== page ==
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Declaratory Ruling on TCPA Leaves Key Issues Unclear, Open to Challenges

July 15, 2015

The FCC (News - Alert) recently issued a declaratory ruling on the TCPA that affects any business engaging in outgoing communications with the public. Because of ambiguities in certain provisions, the ruling makes it challenging for businesses to know if they are compliant. According to Laura Phillips and Eduardo Guzman writing for the National Law Review, it faces inevitable legal challenges as a result.

The TCPA has strict regulations on the types of calls made by ‘autodialers’, so knowing what constitutes an autodialer would be helpful if a business wants to avoid lawsuits, fines, and other sanctions. To paraphrase the definition, an autodialer is equipment with the capacity to dial numbers from storage, random generation, or sequential generation.

One of the key issues is the definition of capacity: does it mean that the device can do those tasks in its current configuration or is it more broadly defined to include the ability to modify the device to do those tasks? The FCC supported the latter, broader definition, and added that the lack of present ability for a device to generate phone numbers randomly or sequentially did not affect this definition.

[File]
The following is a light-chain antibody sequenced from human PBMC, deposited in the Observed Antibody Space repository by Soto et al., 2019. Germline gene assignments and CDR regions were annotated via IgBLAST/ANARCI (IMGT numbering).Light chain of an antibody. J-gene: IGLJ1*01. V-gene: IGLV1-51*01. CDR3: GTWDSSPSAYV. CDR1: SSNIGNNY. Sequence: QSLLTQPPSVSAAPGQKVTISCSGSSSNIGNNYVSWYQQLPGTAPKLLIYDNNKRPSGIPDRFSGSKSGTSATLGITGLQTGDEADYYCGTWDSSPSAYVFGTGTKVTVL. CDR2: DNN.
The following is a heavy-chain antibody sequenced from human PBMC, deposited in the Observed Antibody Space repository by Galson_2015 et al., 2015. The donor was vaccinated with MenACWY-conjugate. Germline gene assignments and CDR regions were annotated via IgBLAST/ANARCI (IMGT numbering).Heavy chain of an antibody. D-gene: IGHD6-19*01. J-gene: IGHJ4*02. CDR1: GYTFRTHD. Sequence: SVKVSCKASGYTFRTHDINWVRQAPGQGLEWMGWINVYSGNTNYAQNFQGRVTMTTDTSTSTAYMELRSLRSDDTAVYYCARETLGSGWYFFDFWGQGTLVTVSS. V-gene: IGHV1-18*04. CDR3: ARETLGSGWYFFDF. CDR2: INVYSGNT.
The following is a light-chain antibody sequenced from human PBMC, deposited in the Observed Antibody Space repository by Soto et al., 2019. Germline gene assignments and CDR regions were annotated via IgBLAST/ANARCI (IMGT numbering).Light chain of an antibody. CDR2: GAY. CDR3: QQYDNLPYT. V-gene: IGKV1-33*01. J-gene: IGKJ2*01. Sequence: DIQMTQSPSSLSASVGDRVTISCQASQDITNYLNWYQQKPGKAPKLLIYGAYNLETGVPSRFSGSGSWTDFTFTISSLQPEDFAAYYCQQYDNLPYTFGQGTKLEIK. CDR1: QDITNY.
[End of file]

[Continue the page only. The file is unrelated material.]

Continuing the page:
While the FCC stated in the ruling that its acceptance of a broader definition of capacity should not be interpreted to include all devices that have dialing capabilities, the agency would not specifically define which devices should be included in the definition.

Another troubling area deals with the issue of reassigned phone numbers. Businesses complying with Do Not Call and other regulations will store the phone numbers of customers who gave consent to be contacted in the future. If those customers change their phone numbers without informing the businesses of the change, then these businesses won’t know in advance that they are calling someone else, and are possibly out of compliance for doing so.

The FCC allowed for a one-call exemption under such conditions, but it wasn’t very flexible. Businesses would be allowed one call to a number to determine if it had been reassigned. If there was no answer, too bad--no more calls allowed. The agency placed the onus on the business to listen to recordings that would indicate a new person now had the number and to use third-party databases of reassigned numbers.

Less than a week after the ruling, there is already a challenge. ACA International (ACA), an association of credit and collection professionals, filed a petition for review on the ruling on July 14. The challenge deals with the capacity definition, prior express consent with reassigned numbers, and the treatment of predictive dialers.

Most people are not sympathetic with the telemarketing firm that calls the homeowner 20 times about refinancing, or the apartment renter about aluminum siding. Businesses that act in bad faith or do not make the effort to be in compliance when making outgoing calls should be punished. 

The problem is that the pendulum has shifted far enough in the opposite direction that businesses acting in good faith in this area have to navigate a minefield of regulations that aren’t clear and seem arbitrary. It subjects them to legal costs that they should not have to pay. Hopefully the current ACA challenge and other anticipated challenges get better clarification on regulations so that businesses that ‘do the right thing’ are not in constant legal peril. 

Edited by Rory J. Thompson